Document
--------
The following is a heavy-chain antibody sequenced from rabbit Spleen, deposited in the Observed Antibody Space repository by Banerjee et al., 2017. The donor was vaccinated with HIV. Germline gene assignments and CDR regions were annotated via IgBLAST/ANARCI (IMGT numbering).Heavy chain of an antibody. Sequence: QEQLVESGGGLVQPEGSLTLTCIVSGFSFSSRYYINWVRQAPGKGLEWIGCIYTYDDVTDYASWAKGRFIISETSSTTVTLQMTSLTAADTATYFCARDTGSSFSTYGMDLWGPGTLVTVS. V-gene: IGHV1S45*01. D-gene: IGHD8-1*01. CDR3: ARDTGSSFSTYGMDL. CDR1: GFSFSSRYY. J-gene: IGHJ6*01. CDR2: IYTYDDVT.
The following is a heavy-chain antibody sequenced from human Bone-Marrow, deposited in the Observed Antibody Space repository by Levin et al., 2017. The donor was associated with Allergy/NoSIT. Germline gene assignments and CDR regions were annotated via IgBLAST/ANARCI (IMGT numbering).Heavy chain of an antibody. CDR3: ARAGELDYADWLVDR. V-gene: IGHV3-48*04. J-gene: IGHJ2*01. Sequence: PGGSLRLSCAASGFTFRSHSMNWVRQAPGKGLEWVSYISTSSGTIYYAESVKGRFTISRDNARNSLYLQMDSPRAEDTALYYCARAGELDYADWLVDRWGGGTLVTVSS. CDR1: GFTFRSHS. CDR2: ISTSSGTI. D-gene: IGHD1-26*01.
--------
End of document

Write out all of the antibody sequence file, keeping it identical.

The following is a heavy-chain antibody sequenced from rabbit Spleen, deposited in the Observed Antibody Space repository by Banerjee et al., 2017. The donor was vaccinated with HIV. Germline gene assignments and CDR regions were annotated via IgBLAST/ANARCI (IMGT numbering).Heavy chain of an antibody. Sequence: QEQLVESGGGLVQPEGSLTLTCIVSGFSFSSRYYINWVRQAPGKGLEWIGCIYTYDDVTDYASWAKGRFIISETSSTTVTLQMTSLTAADTATYFCARDTGSSFSTYGMDLWGPGTLVTVS. V-gene: IGHV1S45*01. D-gene: IGHD8-1*01. CDR3: ARDTGSSFSTYGMDL. CDR1: GFSFSSRYY. J-gene: IGHJ6*01. CDR2: IYTYDDVT.
The following is a heavy-chain antibody sequenced from human Bone-Marrow, deposited in the Observed Antibody Space repository by Levin et al., 2017. The donor was associated with Allergy/NoSIT. Germline gene assignments and CDR regions were annotated via IgBLAST/ANARCI (IMGT numbering).Heavy chain of an antibody. CDR3: ARAGELDYADWLVDR. V-gene: IGHV3-48*04. J-gene: IGHJ2*01. Sequence: PGGSLRLSCAASGFTFRSHSMNWVRQAPGKGLEWVSYISTSSGTIYYAESVKGRFTISRDNARNSLYLQMDSPRAEDTALYYCARAGELDYADWLVDRWGGGTLVTVSS. CDR1: GFTFRSHS. CDR2: ISTSSGTI. D-gene: IGHD1-26*01.